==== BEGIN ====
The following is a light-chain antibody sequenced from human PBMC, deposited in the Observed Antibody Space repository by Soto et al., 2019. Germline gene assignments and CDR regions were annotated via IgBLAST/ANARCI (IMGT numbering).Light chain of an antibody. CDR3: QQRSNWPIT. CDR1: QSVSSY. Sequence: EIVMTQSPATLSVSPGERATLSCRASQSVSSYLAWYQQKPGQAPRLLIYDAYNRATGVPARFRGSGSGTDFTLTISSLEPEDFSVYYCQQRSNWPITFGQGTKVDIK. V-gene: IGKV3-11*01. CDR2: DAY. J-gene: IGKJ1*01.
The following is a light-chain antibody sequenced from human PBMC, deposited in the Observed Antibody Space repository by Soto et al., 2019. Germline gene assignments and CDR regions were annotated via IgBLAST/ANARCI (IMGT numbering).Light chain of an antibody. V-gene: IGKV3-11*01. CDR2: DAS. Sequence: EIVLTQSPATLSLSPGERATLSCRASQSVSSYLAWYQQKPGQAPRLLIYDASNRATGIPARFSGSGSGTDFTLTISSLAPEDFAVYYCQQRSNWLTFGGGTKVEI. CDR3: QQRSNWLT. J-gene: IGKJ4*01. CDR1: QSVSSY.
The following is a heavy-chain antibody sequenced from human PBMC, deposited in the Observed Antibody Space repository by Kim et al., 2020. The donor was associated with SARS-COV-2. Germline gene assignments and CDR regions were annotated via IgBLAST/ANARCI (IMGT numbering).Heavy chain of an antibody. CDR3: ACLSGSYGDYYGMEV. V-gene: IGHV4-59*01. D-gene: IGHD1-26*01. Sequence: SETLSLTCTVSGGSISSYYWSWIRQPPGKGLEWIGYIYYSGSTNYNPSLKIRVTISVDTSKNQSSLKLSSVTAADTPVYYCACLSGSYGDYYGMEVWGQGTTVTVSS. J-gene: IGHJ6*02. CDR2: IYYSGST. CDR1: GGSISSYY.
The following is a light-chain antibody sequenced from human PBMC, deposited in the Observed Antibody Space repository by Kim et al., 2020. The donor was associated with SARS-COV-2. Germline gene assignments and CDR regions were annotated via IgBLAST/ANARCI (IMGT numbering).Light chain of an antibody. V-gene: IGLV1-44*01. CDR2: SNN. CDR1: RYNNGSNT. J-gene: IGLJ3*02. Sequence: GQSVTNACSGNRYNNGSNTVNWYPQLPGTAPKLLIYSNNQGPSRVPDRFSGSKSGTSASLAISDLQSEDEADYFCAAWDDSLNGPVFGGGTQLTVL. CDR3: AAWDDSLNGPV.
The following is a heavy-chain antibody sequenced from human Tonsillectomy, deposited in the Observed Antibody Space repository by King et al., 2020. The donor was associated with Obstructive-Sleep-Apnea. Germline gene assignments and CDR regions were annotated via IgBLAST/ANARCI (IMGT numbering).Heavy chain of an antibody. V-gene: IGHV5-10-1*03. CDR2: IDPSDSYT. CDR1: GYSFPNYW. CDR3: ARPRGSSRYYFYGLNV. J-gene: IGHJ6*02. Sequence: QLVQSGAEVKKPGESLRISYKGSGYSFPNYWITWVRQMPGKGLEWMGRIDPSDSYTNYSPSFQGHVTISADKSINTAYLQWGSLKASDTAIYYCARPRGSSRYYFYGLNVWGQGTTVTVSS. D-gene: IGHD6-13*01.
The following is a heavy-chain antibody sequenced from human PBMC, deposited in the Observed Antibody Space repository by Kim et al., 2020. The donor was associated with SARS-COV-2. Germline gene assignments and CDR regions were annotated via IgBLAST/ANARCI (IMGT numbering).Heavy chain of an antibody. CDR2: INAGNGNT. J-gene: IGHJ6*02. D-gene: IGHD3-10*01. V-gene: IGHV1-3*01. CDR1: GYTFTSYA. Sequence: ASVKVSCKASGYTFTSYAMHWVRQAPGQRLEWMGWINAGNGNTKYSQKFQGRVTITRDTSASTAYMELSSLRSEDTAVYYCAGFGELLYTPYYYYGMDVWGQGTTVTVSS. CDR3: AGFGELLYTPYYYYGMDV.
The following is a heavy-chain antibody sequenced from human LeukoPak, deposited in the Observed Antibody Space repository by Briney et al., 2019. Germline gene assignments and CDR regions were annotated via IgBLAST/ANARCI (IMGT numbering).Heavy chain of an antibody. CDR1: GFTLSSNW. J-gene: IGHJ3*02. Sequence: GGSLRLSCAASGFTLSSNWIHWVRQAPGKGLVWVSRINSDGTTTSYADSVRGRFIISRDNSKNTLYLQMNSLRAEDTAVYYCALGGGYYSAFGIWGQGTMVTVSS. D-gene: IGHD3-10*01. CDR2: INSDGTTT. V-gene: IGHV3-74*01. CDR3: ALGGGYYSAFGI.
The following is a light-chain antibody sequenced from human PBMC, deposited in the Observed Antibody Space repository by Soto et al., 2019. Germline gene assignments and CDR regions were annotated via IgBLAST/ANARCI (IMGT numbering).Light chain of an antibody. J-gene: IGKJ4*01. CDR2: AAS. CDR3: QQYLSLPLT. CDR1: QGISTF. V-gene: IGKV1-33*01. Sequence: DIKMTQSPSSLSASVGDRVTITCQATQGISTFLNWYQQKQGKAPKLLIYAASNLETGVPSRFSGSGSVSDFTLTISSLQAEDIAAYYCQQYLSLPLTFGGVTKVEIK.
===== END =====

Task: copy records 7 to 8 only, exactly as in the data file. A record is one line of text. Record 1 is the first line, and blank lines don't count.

The following is a heavy-chain antibody sequenced from human LeukoPak, deposited in the Observed Antibody Space repository by Briney et al., 2019. Germline gene assignments and CDR regions were annotated via IgBLAST/ANARCI (IMGT numbering).Heavy chain of an antibody. CDR1: GFTLSSNW. J-gene: IGHJ3*02. Sequence: GGSLRLSCAASGFTLSSNWIHWVRQAPGKGLVWVSRINSDGTTTSYADSVRGRFIISRDNSKNTLYLQMNSLRAEDTAVYYCALGGGYYSAFGIWGQGTMVTVSS. D-gene: IGHD3-10*01. CDR2: INSDGTTT. V-gene: IGHV3-74*01. CDR3: ALGGGYYSAFGI.
The following is a light-chain antibody sequenced from human PBMC, deposited in the Observed Antibody Space repository by Soto et al., 2019. Germline gene assignments and CDR regions were annotated via IgBLAST/ANARCI (IMGT numbering).Light chain of an antibody. J-gene: IGKJ4*01. CDR2: AAS. CDR3: QQYLSLPLT. CDR1: QGISTF. V-gene: IGKV1-33*01. Sequence: DIKMTQSPSSLSASVGDRVTITCQATQGISTFLNWYQQKQGKAPKLLIYAASNLETGVPSRFSGSGSVSDFTLTISSLQAEDIAAYYCQQYLSLPLTFGGVTKVEIK.